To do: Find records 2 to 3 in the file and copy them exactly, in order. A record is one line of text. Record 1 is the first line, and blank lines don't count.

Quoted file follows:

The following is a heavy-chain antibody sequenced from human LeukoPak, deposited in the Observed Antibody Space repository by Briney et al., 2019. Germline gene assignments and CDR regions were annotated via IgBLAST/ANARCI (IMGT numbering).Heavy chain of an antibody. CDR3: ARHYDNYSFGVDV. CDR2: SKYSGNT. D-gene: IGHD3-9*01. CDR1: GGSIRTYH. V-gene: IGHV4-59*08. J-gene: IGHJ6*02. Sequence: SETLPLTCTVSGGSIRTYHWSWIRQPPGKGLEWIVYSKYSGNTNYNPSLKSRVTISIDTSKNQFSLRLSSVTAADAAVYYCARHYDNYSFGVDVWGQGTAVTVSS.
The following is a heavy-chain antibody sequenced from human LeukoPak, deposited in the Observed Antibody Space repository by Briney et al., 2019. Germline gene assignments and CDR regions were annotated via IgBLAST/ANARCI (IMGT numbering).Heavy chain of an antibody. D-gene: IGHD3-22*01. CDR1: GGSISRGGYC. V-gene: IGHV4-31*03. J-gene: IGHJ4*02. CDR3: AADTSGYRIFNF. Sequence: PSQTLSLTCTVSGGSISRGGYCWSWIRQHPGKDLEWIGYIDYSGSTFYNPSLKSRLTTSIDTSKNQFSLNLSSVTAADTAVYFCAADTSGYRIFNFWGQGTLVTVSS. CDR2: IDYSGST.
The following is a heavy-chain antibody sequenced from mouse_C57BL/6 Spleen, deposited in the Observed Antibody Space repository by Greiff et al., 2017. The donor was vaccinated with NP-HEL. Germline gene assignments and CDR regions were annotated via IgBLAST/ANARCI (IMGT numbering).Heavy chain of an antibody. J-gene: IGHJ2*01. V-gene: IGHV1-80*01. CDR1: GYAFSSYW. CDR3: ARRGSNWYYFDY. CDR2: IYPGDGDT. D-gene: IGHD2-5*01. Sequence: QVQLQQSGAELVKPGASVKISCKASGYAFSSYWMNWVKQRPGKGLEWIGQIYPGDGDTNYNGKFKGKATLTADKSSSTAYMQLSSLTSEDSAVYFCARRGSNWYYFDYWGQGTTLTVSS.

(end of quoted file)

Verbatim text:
The following is a heavy-chain antibody sequenced from human LeukoPak, deposited in the Observed Antibody Space repository by Briney et al., 2019. Germline gene assignments and CDR regions were annotated via IgBLAST/ANARCI (IMGT numbering).Heavy chain of an antibody. D-gene: IGHD3-22*01. CDR1: GGSISRGGYC. V-gene: IGHV4-31*03. J-gene: IGHJ4*02. CDR3: AADTSGYRIFNF. Sequence: PSQTLSLTCTVSGGSISRGGYCWSWIRQHPGKDLEWIGYIDYSGSTFYNPSLKSRLTTSIDTSKNQFSLNLSSVTAADTAVYFCAADTSGYRIFNFWGQGTLVTVSS. CDR2: IDYSGST.
The following is a heavy-chain antibody sequenced from mouse_C57BL/6 Spleen, deposited in the Observed Antibody Space repository by Greiff et al., 2017. The donor was vaccinated with NP-HEL. Germline gene assignments and CDR regions were annotated via IgBLAST/ANARCI (IMGT numbering).Heavy chain of an antibody. J-gene: IGHJ2*01. V-gene: IGHV1-80*01. CDR1: GYAFSSYW. CDR3: ARRGSNWYYFDY. CDR2: IYPGDGDT. D-gene: IGHD2-5*01. Sequence: QVQLQQSGAELVKPGASVKISCKASGYAFSSYWMNWVKQRPGKGLEWIGQIYPGDGDTNYNGKFKGKATLTADKSSSTAYMQLSSLTSEDSAVYFCARRGSNWYYFDYWGQGTTLTVSS.